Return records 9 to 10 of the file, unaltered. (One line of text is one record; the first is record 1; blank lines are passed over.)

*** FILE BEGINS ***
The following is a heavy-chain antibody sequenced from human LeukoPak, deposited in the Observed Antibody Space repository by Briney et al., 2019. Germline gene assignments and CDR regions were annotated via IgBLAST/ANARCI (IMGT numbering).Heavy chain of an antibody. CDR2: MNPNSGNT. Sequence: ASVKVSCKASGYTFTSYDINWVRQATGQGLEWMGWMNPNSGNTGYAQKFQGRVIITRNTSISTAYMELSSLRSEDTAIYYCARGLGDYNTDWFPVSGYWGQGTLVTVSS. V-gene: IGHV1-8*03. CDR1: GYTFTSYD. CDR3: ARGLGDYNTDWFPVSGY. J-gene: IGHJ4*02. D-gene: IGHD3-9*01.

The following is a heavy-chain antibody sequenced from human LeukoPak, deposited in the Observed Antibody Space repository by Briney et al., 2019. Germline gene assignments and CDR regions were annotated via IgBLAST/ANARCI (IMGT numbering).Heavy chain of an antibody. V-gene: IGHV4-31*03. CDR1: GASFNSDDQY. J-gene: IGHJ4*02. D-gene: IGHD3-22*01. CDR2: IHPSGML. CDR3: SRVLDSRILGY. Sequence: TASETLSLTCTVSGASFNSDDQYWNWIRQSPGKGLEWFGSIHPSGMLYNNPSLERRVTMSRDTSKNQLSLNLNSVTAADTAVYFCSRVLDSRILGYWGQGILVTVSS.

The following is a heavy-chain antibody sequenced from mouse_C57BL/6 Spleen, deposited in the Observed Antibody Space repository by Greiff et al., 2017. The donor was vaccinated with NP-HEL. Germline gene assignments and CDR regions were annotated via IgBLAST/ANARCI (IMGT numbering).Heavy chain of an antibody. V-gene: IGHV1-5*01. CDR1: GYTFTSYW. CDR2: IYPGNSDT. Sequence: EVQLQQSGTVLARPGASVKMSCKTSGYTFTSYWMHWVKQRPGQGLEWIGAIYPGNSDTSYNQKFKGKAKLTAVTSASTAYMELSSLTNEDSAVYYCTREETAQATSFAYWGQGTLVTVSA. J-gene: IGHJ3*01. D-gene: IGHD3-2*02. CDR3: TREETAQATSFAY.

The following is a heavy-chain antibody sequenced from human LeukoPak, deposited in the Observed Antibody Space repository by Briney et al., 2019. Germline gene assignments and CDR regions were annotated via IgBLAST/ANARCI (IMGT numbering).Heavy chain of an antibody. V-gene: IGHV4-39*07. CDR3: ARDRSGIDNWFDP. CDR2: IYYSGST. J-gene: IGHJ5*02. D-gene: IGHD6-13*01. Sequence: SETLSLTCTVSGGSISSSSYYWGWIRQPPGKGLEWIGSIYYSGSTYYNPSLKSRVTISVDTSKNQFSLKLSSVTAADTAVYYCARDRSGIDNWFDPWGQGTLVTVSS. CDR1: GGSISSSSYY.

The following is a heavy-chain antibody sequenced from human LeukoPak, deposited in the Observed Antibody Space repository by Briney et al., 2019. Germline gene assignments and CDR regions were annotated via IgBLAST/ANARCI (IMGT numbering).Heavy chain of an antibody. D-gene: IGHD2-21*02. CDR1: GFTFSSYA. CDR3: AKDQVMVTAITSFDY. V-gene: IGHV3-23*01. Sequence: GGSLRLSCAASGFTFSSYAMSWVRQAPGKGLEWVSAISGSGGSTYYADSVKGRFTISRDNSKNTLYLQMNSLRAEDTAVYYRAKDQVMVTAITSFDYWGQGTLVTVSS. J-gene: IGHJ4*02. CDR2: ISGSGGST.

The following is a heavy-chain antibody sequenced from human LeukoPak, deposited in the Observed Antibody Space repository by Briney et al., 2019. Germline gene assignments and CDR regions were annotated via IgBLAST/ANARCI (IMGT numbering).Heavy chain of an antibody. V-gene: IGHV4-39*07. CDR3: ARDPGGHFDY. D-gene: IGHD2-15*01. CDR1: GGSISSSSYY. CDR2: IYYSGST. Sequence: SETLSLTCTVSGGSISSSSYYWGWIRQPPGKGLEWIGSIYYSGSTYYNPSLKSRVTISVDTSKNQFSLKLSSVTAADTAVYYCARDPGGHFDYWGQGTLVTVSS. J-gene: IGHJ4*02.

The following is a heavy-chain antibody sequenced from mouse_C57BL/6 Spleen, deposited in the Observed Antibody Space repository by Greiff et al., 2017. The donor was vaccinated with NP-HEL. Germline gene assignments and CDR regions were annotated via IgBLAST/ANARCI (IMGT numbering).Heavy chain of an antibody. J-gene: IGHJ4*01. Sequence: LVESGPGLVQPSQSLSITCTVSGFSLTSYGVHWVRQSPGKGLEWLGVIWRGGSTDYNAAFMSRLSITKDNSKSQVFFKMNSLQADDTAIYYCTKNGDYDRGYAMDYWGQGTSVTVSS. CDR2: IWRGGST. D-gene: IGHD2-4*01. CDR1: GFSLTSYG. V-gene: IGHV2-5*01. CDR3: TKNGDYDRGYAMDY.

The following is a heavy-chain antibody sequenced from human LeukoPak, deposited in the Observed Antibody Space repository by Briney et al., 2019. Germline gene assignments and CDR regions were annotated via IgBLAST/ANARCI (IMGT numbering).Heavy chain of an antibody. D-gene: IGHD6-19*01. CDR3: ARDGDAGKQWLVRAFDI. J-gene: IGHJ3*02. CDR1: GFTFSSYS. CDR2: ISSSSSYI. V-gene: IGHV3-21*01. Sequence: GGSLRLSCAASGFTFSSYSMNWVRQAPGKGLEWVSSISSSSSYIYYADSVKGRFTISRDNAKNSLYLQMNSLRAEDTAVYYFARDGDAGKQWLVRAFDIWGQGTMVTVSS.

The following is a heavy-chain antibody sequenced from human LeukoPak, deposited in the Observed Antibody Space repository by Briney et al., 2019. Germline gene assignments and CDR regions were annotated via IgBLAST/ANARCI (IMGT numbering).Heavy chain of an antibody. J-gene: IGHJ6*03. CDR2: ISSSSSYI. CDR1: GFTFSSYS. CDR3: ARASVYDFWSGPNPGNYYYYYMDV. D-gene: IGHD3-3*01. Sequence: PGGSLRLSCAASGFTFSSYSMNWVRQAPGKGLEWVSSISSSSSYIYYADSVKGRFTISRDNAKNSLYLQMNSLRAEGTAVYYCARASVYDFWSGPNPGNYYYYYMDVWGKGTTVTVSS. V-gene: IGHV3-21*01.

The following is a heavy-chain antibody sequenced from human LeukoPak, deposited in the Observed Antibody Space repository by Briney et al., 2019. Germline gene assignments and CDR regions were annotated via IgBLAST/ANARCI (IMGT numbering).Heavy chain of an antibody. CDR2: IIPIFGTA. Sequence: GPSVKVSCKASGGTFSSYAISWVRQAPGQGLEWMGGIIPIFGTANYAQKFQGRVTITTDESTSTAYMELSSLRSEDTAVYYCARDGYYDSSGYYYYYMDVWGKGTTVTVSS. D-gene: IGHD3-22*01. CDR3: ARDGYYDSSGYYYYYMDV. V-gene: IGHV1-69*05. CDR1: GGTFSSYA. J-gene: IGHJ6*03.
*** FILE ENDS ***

The following is a heavy-chain antibody sequenced from human LeukoPak, deposited in the Observed Antibody Space repository by Briney et al., 2019. Germline gene assignments and CDR regions were annotated via IgBLAST/ANARCI (IMGT numbering).Heavy chain of an antibody. J-gene: IGHJ6*03. CDR2: ISSSSSYI. CDR1: GFTFSSYS. CDR3: ARASVYDFWSGPNPGNYYYYYMDV. D-gene: IGHD3-3*01. Sequence: PGGSLRLSCAASGFTFSSYSMNWVRQAPGKGLEWVSSISSSSSYIYYADSVKGRFTISRDNAKNSLYLQMNSLRAEGTAVYYCARASVYDFWSGPNPGNYYYYYMDVWGKGTTVTVSS. V-gene: IGHV3-21*01.

The following is a heavy-chain antibody sequenced from human LeukoPak, deposited in the Observed Antibody Space repository by Briney et al., 2019. Germline gene assignments and CDR regions were annotated via IgBLAST/ANARCI (IMGT numbering).Heavy chain of an antibody. CDR2: IIPIFGTA. Sequence: GPSVKVSCKASGGTFSSYAISWVRQAPGQGLEWMGGIIPIFGTANYAQKFQGRVTITTDESTSTAYMELSSLRSEDTAVYYCARDGYYDSSGYYYYYMDVWGKGTTVTVSS. D-gene: IGHD3-22*01. CDR3: ARDGYYDSSGYYYYYMDV. V-gene: IGHV1-69*05. CDR1: GGTFSSYA. J-gene: IGHJ6*03.